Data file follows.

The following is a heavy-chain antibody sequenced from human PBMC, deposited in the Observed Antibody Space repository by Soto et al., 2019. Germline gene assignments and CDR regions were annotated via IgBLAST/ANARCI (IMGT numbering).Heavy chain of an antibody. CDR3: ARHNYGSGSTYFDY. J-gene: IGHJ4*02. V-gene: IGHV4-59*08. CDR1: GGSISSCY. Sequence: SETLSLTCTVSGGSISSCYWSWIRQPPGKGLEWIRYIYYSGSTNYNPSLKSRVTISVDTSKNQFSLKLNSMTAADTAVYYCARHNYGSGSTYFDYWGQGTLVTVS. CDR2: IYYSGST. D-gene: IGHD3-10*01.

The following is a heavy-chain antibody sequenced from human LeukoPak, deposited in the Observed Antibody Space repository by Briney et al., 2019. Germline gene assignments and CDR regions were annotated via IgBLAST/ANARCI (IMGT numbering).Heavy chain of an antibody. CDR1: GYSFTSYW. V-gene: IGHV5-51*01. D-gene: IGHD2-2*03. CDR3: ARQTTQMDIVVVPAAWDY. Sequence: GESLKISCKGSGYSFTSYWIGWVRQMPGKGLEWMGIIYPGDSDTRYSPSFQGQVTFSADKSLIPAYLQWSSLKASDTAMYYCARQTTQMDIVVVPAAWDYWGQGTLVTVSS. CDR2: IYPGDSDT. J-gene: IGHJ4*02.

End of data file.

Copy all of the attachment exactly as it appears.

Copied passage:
The following is a heavy-chain antibody sequenced from human PBMC, deposited in the Observed Antibody Space repository by Soto et al., 2019. Germline gene assignments and CDR regions were annotated via IgBLAST/ANARCI (IMGT numbering).Heavy chain of an antibody. CDR3: ARHNYGSGSTYFDY. J-gene: IGHJ4*02. V-gene: IGHV4-59*08. CDR1: GGSISSCY. Sequence: SETLSLTCTVSGGSISSCYWSWIRQPPGKGLEWIRYIYYSGSTNYNPSLKSRVTISVDTSKNQFSLKLNSMTAADTAVYYCARHNYGSGSTYFDYWGQGTLVTVS. CDR2: IYYSGST. D-gene: IGHD3-10*01.

The following is a heavy-chain antibody sequenced from human LeukoPak, deposited in the Observed Antibody Space repository by Briney et al., 2019. Germline gene assignments and CDR regions were annotated via IgBLAST/ANARCI (IMGT numbering).Heavy chain of an antibody. CDR1: GYSFTSYW. V-gene: IGHV5-51*01. D-gene: IGHD2-2*03. CDR3: ARQTTQMDIVVVPAAWDY. Sequence: GESLKISCKGSGYSFTSYWIGWVRQMPGKGLEWMGIIYPGDSDTRYSPSFQGQVTFSADKSLIPAYLQWSSLKASDTAMYYCARQTTQMDIVVVPAAWDYWGQGTLVTVSS. CDR2: IYPGDSDT. J-gene: IGHJ4*02.